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DNA bill targets unsolved crimes
A bill sponsored by state Rep. Mark Miloscia of Federal Way could triple the size of the states DNA database and bring law enforcement closer to cracking unsolved crimes.
If the bill becomes law, it would require police, deputies or jail personnel to take a non-invasive DNA sample of everyone convicted of a felony. That includes people currently incarcerated.
Those DNA samples would then be entered into the State Patrols DNA identification system, where they could be compared against evidence gathered at scenes of still-unsolved crimes.
The system currently contains DNA samples of:
Adults convicted of felony sex offenses.
Adults convicted of felony violent offenses after July 1, 1990.
Juveniles convicted of violent or sex offenses after July 1, 1994.
And everyone imprisoned for violent or sex offenses after July 25, 1999.
Miloscias proposed legislation, Substitute House Bill 2468, would expand the system to include those convicted of any felony or one of several misdemeanors, including stalking, harassment and communicating with a minor for immoral purposes.
Under Miloscias proposal, DNA samples would be collected from convicts currently jailed for committing one of the newly included offenses prior to the bills passage. Once samples were collected, the director of the states Forensic Laboratory Services Bureau would prioritize them, with felony sex offenses and felony violent offenses getting first priority.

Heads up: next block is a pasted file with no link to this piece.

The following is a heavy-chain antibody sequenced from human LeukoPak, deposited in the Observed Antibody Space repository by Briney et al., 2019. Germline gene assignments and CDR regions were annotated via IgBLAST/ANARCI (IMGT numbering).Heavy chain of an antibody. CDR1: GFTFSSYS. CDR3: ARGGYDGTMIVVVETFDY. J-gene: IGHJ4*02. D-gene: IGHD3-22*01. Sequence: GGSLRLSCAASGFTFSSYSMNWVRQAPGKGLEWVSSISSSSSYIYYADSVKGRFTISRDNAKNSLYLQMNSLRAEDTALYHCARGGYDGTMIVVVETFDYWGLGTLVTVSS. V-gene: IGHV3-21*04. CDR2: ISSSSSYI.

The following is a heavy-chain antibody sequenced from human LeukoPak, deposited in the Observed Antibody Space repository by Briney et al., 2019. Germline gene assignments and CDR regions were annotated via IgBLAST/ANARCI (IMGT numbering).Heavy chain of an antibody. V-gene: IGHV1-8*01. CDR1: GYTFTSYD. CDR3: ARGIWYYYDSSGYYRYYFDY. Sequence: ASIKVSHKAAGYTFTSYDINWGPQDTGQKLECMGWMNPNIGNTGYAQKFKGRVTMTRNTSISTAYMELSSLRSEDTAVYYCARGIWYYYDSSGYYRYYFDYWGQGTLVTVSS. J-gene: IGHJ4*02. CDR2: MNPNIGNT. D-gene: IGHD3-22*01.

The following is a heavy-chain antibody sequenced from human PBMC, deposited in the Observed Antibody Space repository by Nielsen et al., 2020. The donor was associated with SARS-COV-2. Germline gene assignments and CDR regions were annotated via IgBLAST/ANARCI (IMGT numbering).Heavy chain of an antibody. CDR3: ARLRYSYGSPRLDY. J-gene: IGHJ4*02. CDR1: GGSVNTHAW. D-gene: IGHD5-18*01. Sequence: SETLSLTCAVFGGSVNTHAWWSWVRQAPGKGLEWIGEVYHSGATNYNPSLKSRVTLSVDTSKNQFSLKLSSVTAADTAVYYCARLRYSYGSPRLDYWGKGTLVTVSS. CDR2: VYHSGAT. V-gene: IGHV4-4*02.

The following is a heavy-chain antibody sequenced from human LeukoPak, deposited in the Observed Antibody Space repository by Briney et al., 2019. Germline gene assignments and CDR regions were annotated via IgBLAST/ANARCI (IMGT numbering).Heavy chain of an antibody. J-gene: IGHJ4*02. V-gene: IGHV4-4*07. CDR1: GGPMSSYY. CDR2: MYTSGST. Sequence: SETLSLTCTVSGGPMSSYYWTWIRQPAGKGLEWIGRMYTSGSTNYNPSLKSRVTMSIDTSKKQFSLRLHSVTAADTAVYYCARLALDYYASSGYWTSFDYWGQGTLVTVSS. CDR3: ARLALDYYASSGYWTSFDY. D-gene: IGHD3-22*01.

Testing the samples will be limited to available funding, though offenders will be required to pay a DNA collection fee, which is expected to provide some revenue for the service. The bill does not provide for additional state funding to process the expected 300 percent increase in DNA samples.
The bill passed out of the House of Representatives Rules Committee last week. Now, it must make it through the Senate Ways and Means and Senate Rules committees before going to Governor Gary Locke for final approval.
Miloscia (D-30th District) said he expects that if the bill becomes law, it would increase the DNA database by a factor of 10 over five years and would lead to some closure of unsolved cases.
Well greatly expand the number of hits for trying to solve crimes, he said. Itll help solve a lot of old crimes.
Staff writer Erica Jahn can be reached at 925-5565 and email@example.com